Email Productivity Tips for Marketers

July 26, 2011

A recent article on LifeHacker talks about tips to get faster email responses. They talk about:

  1. Write shorter emails
  2. Write fewer emails
  3. Ask for a response
  4. Start with a deadline
  5. Only email one person at a time

Those are good, but I’d like to expand a bit on them and also put it in the perspective of a marketing manager.

Five Email Productivity Tips for Marketing Managers

Email Subject Line1. Make subject lines work for you: Use subject lines with deadlines and action verb in order to help people spot your email easily in their inbox and to get them to act. Examples of subject lines might be:

“Webinar Email – Review Copy by Wed 10am”

“eBook Copy Approved with Changes – Finalize by Thursday”

“For review and approval – deadline is Wed 9am”

I like using either a campaign name or something that will help immediately identify the task at hand. If you start showing good use of this tactic and encourage your team to do the same, spotting the useful emails from the junk or from the typical corporate communication will be much easier.

Bonus tip: Transform your email into an action item! If using MS Outlook, just click and drag the email to the Tasks panel to create a task. Or you can also flag the email for later follow up. Other email clients have similar options.

2. Write with a purpose: Short, clear, and action oriented (what do you want to happen?) emails will get faster and better responses. So cut to the chase and get down to what you want as a result of your email. Examples are:

“Here’s the revised copy for the email invitation to the July 16 webinar. Please a) edit copy; b) send to Mark for design by Wed, c) email me the final email for approval”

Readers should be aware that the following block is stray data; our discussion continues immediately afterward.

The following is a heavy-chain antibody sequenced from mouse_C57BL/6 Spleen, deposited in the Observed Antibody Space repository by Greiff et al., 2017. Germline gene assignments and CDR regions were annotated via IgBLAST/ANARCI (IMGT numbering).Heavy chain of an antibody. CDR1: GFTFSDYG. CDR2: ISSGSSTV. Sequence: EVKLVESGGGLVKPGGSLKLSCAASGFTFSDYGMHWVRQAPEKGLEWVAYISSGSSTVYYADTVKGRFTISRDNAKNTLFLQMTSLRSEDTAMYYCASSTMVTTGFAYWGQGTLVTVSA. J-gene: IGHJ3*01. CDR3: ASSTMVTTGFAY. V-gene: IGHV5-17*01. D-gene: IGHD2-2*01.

or

“Jen, I have reviewed the presentation for the webinar and here’s what you need to do: a) add the company logo to the master slide (upper left corner); b) replace slides 3 and 5 with the new ones I mention in my notes; c) review once more for grammar and style; d) send to John for formatting by Tues noon.”

Replace paragraphs with bullet points and you’ll get people to actually do what you asked them to do. Keep each email related to a separate subject, this way is easier for the recipient to focus on one thing at a time and for you to follow up later.

Bonus tip: Need to follow up on an email you just sent a few days later? In MS Outlook you can “flag” the message before sending so it reminds you of the message later (you can also flag the message for the recipient, so if they have Outlook as well, they will be reminded of the message until they clear the flag).

Making deadlines clear3.  Make the deadline clear: If you don’t say when you need it by, usually you won’t get it done. Make sure to add a deadline and action required (eg. Make changes and send back to me by EOD friday) in the beginning of the email. This way the first thing the person sees is the deadline and he or she can plan accordingly. For example, you can start the email like this:

“Jen, I need this by EOD Thursday! See below.”

or

“Edited and approved copy for eBook below. Please finalize by 07/15/11 at 12:00pm ET!”

Avoid using “urgent” and “ASAP” type words. They don’t mean anything. Is ASAP something due today or by tomorrow morning? Also avoid saying “send it back to me tomorrow” without giving some kind of time reference. Otherwise it becomes a debate of what “morning” means (8am or 11am?).